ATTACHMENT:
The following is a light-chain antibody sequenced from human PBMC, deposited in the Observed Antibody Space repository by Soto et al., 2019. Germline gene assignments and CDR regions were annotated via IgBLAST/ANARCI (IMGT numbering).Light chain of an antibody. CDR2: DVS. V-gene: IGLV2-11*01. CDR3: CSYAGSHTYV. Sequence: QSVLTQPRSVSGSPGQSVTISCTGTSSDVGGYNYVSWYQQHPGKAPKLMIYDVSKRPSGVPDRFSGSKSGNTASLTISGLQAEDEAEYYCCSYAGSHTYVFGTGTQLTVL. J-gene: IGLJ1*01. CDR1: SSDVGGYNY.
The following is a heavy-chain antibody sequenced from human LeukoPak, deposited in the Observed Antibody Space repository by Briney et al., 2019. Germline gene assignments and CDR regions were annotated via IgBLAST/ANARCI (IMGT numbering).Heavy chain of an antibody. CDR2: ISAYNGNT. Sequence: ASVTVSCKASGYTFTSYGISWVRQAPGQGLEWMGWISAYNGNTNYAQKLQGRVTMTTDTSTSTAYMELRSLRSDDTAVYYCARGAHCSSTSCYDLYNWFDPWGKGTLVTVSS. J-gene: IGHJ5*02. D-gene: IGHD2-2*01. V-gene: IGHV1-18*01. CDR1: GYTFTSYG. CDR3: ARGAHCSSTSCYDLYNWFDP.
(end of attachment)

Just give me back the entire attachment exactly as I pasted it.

The following is a light-chain antibody sequenced from human PBMC, deposited in the Observed Antibody Space repository by Soto et al., 2019. Germline gene assignments and CDR regions were annotated via IgBLAST/ANARCI (IMGT numbering).Light chain of an antibody. CDR2: DVS. V-gene: IGLV2-11*01. CDR3: CSYAGSHTYV. Sequence: QSVLTQPRSVSGSPGQSVTISCTGTSSDVGGYNYVSWYQQHPGKAPKLMIYDVSKRPSGVPDRFSGSKSGNTASLTISGLQAEDEAEYYCCSYAGSHTYVFGTGTQLTVL. J-gene: IGLJ1*01. CDR1: SSDVGGYNY.
The following is a heavy-chain antibody sequenced from human LeukoPak, deposited in the Observed Antibody Space repository by Briney et al., 2019. Germline gene assignments and CDR regions were annotated via IgBLAST/ANARCI (IMGT numbering).Heavy chain of an antibody. CDR2: ISAYNGNT. Sequence: ASVTVSCKASGYTFTSYGISWVRQAPGQGLEWMGWISAYNGNTNYAQKLQGRVTMTTDTSTSTAYMELRSLRSDDTAVYYCARGAHCSSTSCYDLYNWFDPWGKGTLVTVSS. J-gene: IGHJ5*02. D-gene: IGHD2-2*01. V-gene: IGHV1-18*01. CDR1: GYTFTSYG. CDR3: ARGAHCSSTSCYDLYNWFDP.